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Philadelphia, Pennsylvania 19104


To describe the types and incidence of cardiac dysrhythmias that occur under anesthesia in the present anesthesia environment.

Study summary:

It is unclear what the current state of anesthesia associated dysrhythmias is in the pediatric population. This was last investigated retrospectively in 1992 when the predominant volatile agent used for inhalation induction was halothane. Sevoflurane was approved by the Food and Drug Administration in 1995. Since that time, Sevoflurane has displaced halothane as the agent of choice for inhalation induction and has relegated halothane to be used in a narrow niche which primarily involves patients with very specific congenital heart diseases. It has been described that halothane has a larger proarrhythmic effect than sevoflurane for ventricular dysrhythmias. With the transition from the halothane to the sevoflurane era, a reassessment of the incidence and types of dysrhythmias occurring in non-cardiac pediatric patients is important.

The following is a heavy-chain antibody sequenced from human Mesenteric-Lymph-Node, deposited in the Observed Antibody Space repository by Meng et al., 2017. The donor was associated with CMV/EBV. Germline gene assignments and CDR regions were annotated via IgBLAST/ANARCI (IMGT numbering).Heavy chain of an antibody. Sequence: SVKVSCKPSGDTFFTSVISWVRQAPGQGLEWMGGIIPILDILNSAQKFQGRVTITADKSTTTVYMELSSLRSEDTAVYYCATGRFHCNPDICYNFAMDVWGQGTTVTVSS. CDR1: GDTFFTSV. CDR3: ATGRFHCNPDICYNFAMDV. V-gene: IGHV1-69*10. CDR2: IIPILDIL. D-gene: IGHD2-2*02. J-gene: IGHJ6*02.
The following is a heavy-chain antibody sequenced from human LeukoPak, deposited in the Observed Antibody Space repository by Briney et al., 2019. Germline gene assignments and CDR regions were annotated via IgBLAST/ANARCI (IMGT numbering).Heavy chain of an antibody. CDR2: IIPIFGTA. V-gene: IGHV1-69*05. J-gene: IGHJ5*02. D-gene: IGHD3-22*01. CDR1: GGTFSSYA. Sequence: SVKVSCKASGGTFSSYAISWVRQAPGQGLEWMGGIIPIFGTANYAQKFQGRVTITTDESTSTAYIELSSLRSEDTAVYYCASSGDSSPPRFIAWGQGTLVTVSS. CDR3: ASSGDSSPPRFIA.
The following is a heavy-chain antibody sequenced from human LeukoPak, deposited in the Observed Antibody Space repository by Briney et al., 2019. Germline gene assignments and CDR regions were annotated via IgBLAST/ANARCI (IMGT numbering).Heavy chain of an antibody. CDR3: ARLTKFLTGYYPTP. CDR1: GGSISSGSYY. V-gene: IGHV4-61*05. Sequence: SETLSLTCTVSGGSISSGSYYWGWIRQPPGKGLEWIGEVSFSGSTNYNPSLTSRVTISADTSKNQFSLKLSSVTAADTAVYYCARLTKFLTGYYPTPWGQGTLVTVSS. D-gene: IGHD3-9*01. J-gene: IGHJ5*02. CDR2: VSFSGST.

Inclusion Criteria: Children, while under anesthesia, having 1. circumstances of tachycardia and bradycardia, 2. administration of medications used in the treatment of dysrhythmias, 3. the commentary which includes comment about the heart rhythm or therapy for dysrhythmia, 4. in the quality assurance database for evidence of dysrhythmia Exclusion Criteria: Children with a known pre-operative: 1. prior history of dysrhythmia and/or 2. residual congenital heart disease 3. anti/pro dysrhythmic medications



Primary Contact:

Principal Investigator
Ronald S Litman, DO
Children's Hospital of Philadelphia

Backup Contact:


Location Contact:

Philadelphia, Pennsylvania 19104
United States

There is no listed contact information for this specific location.

Site Status: N/A

Data Source: ClinicalTrials.gov

Date Processed: March 16, 2018

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